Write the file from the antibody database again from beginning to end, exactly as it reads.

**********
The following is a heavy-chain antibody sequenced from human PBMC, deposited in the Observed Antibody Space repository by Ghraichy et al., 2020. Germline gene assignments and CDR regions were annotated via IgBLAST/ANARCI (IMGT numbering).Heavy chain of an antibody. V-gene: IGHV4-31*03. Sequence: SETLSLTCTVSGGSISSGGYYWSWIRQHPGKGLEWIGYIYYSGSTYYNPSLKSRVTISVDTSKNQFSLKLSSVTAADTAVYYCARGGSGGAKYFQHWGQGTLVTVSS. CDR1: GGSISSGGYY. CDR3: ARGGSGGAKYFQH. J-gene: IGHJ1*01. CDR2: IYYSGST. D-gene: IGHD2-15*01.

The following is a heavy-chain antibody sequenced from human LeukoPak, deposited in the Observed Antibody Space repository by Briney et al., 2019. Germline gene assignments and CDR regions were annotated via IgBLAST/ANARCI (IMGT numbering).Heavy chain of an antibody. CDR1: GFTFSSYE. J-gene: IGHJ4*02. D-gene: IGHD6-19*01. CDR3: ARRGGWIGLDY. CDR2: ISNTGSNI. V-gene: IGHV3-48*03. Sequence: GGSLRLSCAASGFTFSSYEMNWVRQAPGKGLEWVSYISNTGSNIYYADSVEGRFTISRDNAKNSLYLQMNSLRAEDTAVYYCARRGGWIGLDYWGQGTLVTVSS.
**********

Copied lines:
The following is a heavy-chain antibody sequenced from human PBMC, deposited in the Observed Antibody Space repository by Ghraichy et al., 2020. Germline gene assignments and CDR regions were annotated via IgBLAST/ANARCI (IMGT numbering).Heavy chain of an antibody. V-gene: IGHV4-31*03. Sequence: SETLSLTCTVSGGSISSGGYYWSWIRQHPGKGLEWIGYIYYSGSTYYNPSLKSRVTISVDTSKNQFSLKLSSVTAADTAVYYCARGGSGGAKYFQHWGQGTLVTVSS. CDR1: GGSISSGGYY. CDR3: ARGGSGGAKYFQH. J-gene: IGHJ1*01. CDR2: IYYSGST. D-gene: IGHD2-15*01.

The following is a heavy-chain antibody sequenced from human LeukoPak, deposited in the Observed Antibody Space repository by Briney et al., 2019. Germline gene assignments and CDR regions were annotated via IgBLAST/ANARCI (IMGT numbering).Heavy chain of an antibody. CDR1: GFTFSSYE. J-gene: IGHJ4*02. D-gene: IGHD6-19*01. CDR3: ARRGGWIGLDY. CDR2: ISNTGSNI. V-gene: IGHV3-48*03. Sequence: GGSLRLSCAASGFTFSSYEMNWVRQAPGKGLEWVSYISNTGSNIYYADSVEGRFTISRDNAKNSLYLQMNSLRAEDTAVYYCARRGGWIGLDYWGQGTLVTVSS.